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The Daily Wildcat

The Daily Wildcat

 

    Physics Night excites youths

    Physics doctoral student Vincent Lonij experiments with liquid nitrogen at the Physics Phun Night on Friday. Lonij created a smoke pillar as the nitrogen evaporated and shot up through a tube.
    Physics doctoral student Vincent Lonij experiments with liquid nitrogen at the Physics Phun Night on Friday. Lonij created a smoke pillar as the nitrogen evaporated and shot up through a tube.

    Children gasped, screamed and laughed as they watched physics graduate students and professors shoot a teddy bear with a potato gun, use a fire extinguisher to travel around the room and lie atop a bed of nails Friday night during the 24th annual Physics Phun Night.

    Held in the Physics and Atmospheric Sciences building, the event was sponsored by the physics department and was geared toward children and families, said physics lab coordinator Larry Hoffman.

    “”Some school teachers in the area even offer extra credit if the kids come,”” Hoffman said. “”We like to let the community know what we’re doing, and I like to see the reaction of the crowd.””

    Sixth grader Briana Chavez came to the event with her parents after seeing it advertised on the news.

    “”I came because I really like physics,”” Chavez said. “”Science is my favorite subject in school.””

    She said she most enjoyed experiments involving liquid nitrogen and sound waves.

    The event, which Hoffman organized, featured volunteer professors and graduate students doing interesting experiments or demonstrations that also taught physics principles.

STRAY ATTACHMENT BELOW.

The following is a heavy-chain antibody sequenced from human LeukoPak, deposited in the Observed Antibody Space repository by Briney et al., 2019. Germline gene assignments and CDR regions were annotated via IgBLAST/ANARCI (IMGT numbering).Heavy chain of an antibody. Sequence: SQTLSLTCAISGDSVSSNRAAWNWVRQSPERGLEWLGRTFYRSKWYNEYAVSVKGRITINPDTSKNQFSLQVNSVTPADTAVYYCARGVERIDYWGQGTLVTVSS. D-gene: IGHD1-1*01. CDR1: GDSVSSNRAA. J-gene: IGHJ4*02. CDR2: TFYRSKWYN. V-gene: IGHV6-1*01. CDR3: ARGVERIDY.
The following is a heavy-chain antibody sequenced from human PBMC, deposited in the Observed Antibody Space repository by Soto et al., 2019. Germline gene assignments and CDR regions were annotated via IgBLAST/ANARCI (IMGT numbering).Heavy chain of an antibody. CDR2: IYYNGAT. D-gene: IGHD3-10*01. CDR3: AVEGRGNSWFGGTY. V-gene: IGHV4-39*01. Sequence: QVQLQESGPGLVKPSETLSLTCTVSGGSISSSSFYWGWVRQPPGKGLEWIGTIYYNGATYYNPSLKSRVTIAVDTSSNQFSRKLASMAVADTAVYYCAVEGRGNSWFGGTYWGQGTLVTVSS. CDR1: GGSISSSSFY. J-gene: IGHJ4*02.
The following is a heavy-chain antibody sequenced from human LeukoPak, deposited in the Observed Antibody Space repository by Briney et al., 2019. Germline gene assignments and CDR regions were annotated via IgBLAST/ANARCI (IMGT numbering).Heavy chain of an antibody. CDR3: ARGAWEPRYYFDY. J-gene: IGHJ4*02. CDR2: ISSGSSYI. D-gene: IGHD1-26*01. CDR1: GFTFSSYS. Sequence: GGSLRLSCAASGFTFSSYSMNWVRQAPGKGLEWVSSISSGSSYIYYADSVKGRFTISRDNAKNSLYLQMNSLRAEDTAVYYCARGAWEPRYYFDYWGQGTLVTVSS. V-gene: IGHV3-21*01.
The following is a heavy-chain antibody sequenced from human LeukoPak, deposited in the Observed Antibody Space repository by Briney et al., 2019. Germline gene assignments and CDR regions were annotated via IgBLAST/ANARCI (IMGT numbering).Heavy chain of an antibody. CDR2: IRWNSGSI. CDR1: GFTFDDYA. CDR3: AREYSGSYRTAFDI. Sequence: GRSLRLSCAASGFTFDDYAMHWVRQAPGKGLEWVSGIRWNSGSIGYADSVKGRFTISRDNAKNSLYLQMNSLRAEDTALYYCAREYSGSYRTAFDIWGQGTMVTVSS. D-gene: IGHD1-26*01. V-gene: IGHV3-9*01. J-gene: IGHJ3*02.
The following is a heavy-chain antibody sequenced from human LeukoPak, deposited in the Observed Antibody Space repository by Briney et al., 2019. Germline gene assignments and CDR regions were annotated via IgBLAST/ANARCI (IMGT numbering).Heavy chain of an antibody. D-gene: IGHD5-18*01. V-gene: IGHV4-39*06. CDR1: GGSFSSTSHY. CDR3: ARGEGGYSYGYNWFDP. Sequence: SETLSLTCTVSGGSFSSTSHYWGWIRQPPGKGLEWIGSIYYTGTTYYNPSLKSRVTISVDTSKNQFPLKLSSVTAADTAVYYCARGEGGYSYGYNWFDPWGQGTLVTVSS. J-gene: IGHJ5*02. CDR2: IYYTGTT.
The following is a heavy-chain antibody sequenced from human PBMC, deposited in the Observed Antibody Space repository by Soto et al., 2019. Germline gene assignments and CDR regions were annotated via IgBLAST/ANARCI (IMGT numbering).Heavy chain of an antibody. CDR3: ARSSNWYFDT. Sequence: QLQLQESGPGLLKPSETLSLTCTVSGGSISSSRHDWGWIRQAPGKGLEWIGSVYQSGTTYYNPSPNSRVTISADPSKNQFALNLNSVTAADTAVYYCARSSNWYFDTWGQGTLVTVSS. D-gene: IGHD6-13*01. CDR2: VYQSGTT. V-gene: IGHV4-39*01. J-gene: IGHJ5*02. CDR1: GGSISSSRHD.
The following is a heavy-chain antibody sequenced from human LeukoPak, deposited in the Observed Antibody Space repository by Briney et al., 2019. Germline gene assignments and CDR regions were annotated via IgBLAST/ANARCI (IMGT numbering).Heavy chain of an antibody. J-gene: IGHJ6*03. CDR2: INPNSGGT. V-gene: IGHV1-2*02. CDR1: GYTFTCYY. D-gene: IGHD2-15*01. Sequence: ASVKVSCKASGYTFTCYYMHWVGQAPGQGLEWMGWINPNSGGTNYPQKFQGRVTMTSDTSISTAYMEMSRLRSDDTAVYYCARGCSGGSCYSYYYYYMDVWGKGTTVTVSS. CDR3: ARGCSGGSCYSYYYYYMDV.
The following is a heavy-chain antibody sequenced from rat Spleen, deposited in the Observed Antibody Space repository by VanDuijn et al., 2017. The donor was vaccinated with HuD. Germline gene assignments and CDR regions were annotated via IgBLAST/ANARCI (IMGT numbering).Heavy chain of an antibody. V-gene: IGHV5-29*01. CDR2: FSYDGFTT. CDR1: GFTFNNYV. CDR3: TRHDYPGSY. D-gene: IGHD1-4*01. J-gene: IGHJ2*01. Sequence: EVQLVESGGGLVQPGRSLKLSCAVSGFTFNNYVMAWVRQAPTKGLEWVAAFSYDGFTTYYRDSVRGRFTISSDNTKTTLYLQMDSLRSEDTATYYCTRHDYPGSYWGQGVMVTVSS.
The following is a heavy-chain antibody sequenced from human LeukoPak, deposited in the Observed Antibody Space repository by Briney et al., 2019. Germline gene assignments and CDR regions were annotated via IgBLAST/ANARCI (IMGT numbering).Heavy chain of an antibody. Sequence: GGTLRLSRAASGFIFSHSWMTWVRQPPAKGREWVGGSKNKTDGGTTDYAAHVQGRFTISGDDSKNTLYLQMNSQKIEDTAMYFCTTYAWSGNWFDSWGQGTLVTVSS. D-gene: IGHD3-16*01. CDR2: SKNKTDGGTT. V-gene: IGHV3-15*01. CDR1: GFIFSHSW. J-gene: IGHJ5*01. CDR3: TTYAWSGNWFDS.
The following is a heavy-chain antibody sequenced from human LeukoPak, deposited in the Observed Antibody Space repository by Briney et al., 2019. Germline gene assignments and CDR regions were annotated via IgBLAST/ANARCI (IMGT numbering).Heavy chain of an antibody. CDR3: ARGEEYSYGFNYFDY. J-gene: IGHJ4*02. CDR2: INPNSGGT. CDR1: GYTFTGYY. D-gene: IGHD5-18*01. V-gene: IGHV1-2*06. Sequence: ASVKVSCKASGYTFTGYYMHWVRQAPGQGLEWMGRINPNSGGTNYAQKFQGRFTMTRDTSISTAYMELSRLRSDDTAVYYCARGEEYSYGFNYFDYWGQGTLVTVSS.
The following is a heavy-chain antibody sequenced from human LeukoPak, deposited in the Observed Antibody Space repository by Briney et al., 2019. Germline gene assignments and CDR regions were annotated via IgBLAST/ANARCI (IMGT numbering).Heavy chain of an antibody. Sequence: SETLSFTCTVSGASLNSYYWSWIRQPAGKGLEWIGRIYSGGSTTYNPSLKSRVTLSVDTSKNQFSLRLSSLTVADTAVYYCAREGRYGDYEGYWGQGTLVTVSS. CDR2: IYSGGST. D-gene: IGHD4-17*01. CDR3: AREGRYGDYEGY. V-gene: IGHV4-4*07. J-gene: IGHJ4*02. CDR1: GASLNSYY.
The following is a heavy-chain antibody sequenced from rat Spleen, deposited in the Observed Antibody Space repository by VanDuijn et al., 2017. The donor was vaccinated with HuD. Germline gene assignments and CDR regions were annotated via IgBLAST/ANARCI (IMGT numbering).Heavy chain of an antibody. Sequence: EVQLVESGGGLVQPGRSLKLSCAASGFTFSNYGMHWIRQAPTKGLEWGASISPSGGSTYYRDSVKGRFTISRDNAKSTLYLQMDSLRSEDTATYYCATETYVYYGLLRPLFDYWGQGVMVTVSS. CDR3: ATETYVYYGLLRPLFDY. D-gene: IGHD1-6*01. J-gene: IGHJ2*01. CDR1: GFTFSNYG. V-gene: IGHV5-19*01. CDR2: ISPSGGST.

“”A good demo is one that is easily visible,”” Hoffman said.

    The event also featured engineering physics senior Brent Morgan solving Rubik’s cubes. Morgan finished in the top 20 of the semifinals of this year’s World Rubik’s Cube Championship in Hungary, and cubes were given away during various raffle drawings.

    “”I would definitely come back next year,”” Chavez said. “”And I would tell my friends to come, too.””

    Graduate student Will Holmgren volunteered to demonstrate at
    the event.

    “”It’s fun to show physics to the public, because it doesn’t always get enough credit,”” Holmgren said. “”The audience was great and really engaged.””

    Holmgren said he enjoyed being involved and would help out again next year.

    “”It’s good for the community in general,”” he said. “”The hope would be to actually inspire someone in the audience to pursue physics.””

    About 300 people attended Friday, and 200 people attended Wednesday, Holmgren said.

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